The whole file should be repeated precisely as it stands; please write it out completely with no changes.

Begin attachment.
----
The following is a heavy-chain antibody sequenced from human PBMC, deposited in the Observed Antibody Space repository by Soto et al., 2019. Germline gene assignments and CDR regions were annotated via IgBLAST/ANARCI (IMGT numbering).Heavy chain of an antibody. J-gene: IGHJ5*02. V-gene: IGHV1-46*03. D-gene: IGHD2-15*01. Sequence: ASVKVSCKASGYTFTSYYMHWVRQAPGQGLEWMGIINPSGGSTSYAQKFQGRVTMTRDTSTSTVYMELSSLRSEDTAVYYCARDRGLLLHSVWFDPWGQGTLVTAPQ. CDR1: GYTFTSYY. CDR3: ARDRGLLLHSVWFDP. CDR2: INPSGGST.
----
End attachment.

The following is a heavy-chain antibody sequenced from human PBMC, deposited in the Observed Antibody Space repository by Soto et al., 2019. Germline gene assignments and CDR regions were annotated via IgBLAST/ANARCI (IMGT numbering).Heavy chain of an antibody. J-gene: IGHJ5*02. V-gene: IGHV1-46*03. D-gene: IGHD2-15*01. Sequence: ASVKVSCKASGYTFTSYYMHWVRQAPGQGLEWMGIINPSGGSTSYAQKFQGRVTMTRDTSTSTVYMELSSLRSEDTAVYYCARDRGLLLHSVWFDPWGQGTLVTAPQ. CDR1: GYTFTSYY. CDR3: ARDRGLLLHSVWFDP. CDR2: INPSGGST.